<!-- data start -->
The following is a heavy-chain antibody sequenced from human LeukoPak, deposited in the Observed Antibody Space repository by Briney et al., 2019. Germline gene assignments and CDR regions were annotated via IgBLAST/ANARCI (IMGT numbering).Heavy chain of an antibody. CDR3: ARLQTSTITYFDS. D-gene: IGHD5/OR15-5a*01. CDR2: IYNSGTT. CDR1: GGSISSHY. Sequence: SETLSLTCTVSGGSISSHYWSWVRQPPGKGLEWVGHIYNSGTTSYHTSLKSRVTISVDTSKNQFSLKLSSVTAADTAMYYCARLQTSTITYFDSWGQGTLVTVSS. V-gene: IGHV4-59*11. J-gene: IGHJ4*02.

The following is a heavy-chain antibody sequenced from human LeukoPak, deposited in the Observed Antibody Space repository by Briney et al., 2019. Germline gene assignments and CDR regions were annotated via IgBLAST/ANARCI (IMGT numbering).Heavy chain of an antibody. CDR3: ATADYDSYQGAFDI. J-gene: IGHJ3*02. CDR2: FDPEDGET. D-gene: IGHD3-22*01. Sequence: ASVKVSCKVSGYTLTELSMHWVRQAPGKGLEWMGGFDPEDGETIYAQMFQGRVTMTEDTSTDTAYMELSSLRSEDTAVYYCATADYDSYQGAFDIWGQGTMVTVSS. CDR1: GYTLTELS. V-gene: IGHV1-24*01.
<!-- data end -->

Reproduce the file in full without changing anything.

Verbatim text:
The following is a heavy-chain antibody sequenced from human LeukoPak, deposited in the Observed Antibody Space repository by Briney et al., 2019. Germline gene assignments and CDR regions were annotated via IgBLAST/ANARCI (IMGT numbering).Heavy chain of an antibody. CDR3: ARLQTSTITYFDS. D-gene: IGHD5/OR15-5a*01. CDR2: IYNSGTT. CDR1: GGSISSHY. Sequence: SETLSLTCTVSGGSISSHYWSWVRQPPGKGLEWVGHIYNSGTTSYHTSLKSRVTISVDTSKNQFSLKLSSVTAADTAMYYCARLQTSTITYFDSWGQGTLVTVSS. V-gene: IGHV4-59*11. J-gene: IGHJ4*02.

The following is a heavy-chain antibody sequenced from human LeukoPak, deposited in the Observed Antibody Space repository by Briney et al., 2019. Germline gene assignments and CDR regions were annotated via IgBLAST/ANARCI (IMGT numbering).Heavy chain of an antibody. CDR3: ATADYDSYQGAFDI. J-gene: IGHJ3*02. CDR2: FDPEDGET. D-gene: IGHD3-22*01. Sequence: ASVKVSCKVSGYTLTELSMHWVRQAPGKGLEWMGGFDPEDGETIYAQMFQGRVTMTEDTSTDTAYMELSSLRSEDTAVYYCATADYDSYQGAFDIWGQGTMVTVSS. CDR1: GYTLTELS. V-gene: IGHV1-24*01.